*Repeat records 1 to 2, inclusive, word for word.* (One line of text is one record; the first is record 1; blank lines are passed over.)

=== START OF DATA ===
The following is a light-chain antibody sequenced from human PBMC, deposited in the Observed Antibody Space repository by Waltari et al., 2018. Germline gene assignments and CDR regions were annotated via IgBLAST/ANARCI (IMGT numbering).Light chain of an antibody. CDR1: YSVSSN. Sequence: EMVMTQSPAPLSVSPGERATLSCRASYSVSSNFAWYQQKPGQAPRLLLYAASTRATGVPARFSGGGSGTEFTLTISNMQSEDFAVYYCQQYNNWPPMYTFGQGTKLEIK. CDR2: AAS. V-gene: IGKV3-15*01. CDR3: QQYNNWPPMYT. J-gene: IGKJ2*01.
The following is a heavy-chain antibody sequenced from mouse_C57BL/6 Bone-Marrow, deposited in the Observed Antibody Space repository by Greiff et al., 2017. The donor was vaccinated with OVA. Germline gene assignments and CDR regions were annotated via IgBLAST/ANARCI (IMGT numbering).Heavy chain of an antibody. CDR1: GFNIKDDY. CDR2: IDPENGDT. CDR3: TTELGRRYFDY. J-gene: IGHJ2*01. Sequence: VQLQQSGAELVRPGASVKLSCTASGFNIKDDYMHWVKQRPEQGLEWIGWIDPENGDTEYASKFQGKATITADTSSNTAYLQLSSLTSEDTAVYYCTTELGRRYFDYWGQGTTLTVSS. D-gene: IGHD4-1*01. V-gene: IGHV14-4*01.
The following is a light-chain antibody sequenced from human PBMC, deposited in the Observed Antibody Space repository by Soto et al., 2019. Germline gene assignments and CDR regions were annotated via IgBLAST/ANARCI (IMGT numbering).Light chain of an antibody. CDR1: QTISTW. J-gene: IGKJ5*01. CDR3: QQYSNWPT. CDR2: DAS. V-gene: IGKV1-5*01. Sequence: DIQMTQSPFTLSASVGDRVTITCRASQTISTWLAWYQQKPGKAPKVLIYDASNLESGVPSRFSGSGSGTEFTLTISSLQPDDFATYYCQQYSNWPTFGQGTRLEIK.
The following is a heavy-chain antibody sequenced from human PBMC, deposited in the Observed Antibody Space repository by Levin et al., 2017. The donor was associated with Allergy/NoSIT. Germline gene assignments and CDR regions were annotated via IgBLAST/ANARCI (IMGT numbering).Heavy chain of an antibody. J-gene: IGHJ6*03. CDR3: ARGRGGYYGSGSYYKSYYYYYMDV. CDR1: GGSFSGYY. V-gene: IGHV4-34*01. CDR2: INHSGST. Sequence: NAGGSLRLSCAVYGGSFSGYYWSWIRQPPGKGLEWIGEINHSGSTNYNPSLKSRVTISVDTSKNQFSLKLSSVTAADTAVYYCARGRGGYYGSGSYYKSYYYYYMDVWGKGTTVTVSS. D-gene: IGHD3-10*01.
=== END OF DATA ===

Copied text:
The following is a light-chain antibody sequenced from human PBMC, deposited in the Observed Antibody Space repository by Waltari et al., 2018. Germline gene assignments and CDR regions were annotated via IgBLAST/ANARCI (IMGT numbering).Light chain of an antibody. CDR1: YSVSSN. Sequence: EMVMTQSPAPLSVSPGERATLSCRASYSVSSNFAWYQQKPGQAPRLLLYAASTRATGVPARFSGGGSGTEFTLTISNMQSEDFAVYYCQQYNNWPPMYTFGQGTKLEIK. CDR2: AAS. V-gene: IGKV3-15*01. CDR3: QQYNNWPPMYT. J-gene: IGKJ2*01.
The following is a heavy-chain antibody sequenced from mouse_C57BL/6 Bone-Marrow, deposited in the Observed Antibody Space repository by Greiff et al., 2017. The donor was vaccinated with OVA. Germline gene assignments and CDR regions were annotated via IgBLAST/ANARCI (IMGT numbering).Heavy chain of an antibody. CDR1: GFNIKDDY. CDR2: IDPENGDT. CDR3: TTELGRRYFDY. J-gene: IGHJ2*01. Sequence: VQLQQSGAELVRPGASVKLSCTASGFNIKDDYMHWVKQRPEQGLEWIGWIDPENGDTEYASKFQGKATITADTSSNTAYLQLSSLTSEDTAVYYCTTELGRRYFDYWGQGTTLTVSS. D-gene: IGHD4-1*01. V-gene: IGHV14-4*01.